Thesis Defense by Lindsay Anderson on April 27th
Space Studies master’s student, Lindsay Anderson will defend her thesis as follows. All Space Studies students, faculty and staff are encouraged to attend. Please show your support!
When: Wednesday, April 27th at 9:00 a.m. (Central DST)
Where: Ryan Hall, Room 111
Title: A Comparative Analysis of the Geology Tools used during the Apollo Lunar Program and their Suitability for Future Missions to the Moon
About the topic: With the current push to return to planetary exploration it is important to consider what science will be performed on such missions and how it is to be performed. This study considered three hand tools used for geologic sampling during the Apollo missions to determine whether handle redesigns guided by NASA-STD-3001 improved the performance of the tools. The tools of interest were the large adjustable scoop, the rake, and the 32-inch tongs, selected for relevance and usability in the test location. The three tools with their original and modified handle diameters were tested with two subjects wearing the NDX-1 Planetary Suit and performed within the regolith bin operated by Swamp Works at Kennedy Space Center. The effects of the tool modifications on task performance did not conclusively demonstrate improvement. However, a methodology was developed that may prove beneficial in future tests using larger sample sizes.
About the presenter: Lindsay Anderson has a B.S. in physics with a concentration in Astrophysics and a minor in mathematics. During her undergraduate career, she had the opportunity to observe at Kitt Peak on the 2.1 meter telescope and had an REU (Research Experience for Undergraduates) at Texas Christian University researching the M Cloud in the Local Super-cluster. She was also a founding member of the Frozen Fury rocket team. Since joining the Space Studies Department as a MS student, she has been working as a Graduate Research Assistant with Dr. Pablo de León focusing on EVA and space analog studies. During that time she has participated in two analog studies, International Space Week, research at NASA's Ames Research Center and NASA's Kennedy Space Center, presented for UND's Human Spaceflight Laboratory at NASA's Johnson Space Center, and provided tours of the Human Spaceflight Laboratory for various outreach events and visitors. She interned at NASA's Johnson Space Center for the summer of 2014 in the department of Acquisition and Curation in the ARES directorate studying the detection of meteorite falls.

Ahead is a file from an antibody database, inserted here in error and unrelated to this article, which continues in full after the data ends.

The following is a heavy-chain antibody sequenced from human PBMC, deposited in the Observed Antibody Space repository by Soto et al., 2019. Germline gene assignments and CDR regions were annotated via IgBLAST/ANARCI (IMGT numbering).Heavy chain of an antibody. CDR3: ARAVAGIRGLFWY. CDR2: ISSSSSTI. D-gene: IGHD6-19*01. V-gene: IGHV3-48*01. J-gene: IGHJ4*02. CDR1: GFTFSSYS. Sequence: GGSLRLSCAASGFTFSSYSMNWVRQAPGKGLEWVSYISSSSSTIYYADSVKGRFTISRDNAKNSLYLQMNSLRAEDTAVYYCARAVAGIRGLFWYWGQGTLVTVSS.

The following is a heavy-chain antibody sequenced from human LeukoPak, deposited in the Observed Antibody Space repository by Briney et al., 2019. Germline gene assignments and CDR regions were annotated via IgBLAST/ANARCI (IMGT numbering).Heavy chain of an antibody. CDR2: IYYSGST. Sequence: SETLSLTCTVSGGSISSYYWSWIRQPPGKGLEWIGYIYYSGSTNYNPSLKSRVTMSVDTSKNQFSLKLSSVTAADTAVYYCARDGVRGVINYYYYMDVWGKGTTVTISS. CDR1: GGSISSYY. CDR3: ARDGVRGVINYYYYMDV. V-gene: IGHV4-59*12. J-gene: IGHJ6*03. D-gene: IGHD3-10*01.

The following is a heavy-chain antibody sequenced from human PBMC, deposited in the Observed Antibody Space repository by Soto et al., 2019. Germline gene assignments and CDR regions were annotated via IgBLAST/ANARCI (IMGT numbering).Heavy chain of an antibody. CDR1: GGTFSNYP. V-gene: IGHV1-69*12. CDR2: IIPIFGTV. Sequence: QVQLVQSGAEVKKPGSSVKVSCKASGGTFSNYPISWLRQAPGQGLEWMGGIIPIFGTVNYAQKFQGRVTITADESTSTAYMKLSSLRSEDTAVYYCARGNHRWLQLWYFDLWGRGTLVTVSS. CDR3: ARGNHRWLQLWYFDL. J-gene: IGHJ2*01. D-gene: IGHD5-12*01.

******Those unable to attend in person may view the live webcast******
1) A live webcast which includes PowerPoint slides will be available here. Please note: this option is currently not operational on portable devices/tablets.
2) A simple live webcast is also available here.
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